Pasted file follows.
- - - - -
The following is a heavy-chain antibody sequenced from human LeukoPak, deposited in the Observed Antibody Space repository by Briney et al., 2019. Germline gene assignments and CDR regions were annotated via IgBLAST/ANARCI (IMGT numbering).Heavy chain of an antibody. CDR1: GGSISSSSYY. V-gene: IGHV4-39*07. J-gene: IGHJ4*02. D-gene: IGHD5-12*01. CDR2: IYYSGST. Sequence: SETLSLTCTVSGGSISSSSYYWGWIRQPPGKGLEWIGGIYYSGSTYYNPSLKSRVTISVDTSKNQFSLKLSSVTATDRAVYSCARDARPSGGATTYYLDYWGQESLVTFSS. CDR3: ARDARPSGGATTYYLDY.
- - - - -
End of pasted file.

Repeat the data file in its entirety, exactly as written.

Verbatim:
The following is a heavy-chain antibody sequenced from human LeukoPak, deposited in the Observed Antibody Space repository by Briney et al., 2019. Germline gene assignments and CDR regions were annotated via IgBLAST/ANARCI (IMGT numbering).Heavy chain of an antibody. CDR1: GGSISSSSYY. V-gene: IGHV4-39*07. J-gene: IGHJ4*02. D-gene: IGHD5-12*01. CDR2: IYYSGST. Sequence: SETLSLTCTVSGGSISSSSYYWGWIRQPPGKGLEWIGGIYYSGSTYYNPSLKSRVTISVDTSKNQFSLKLSSVTATDRAVYSCARDARPSGGATTYYLDYWGQESLVTFSS. CDR3: ARDARPSGGATTYYLDY.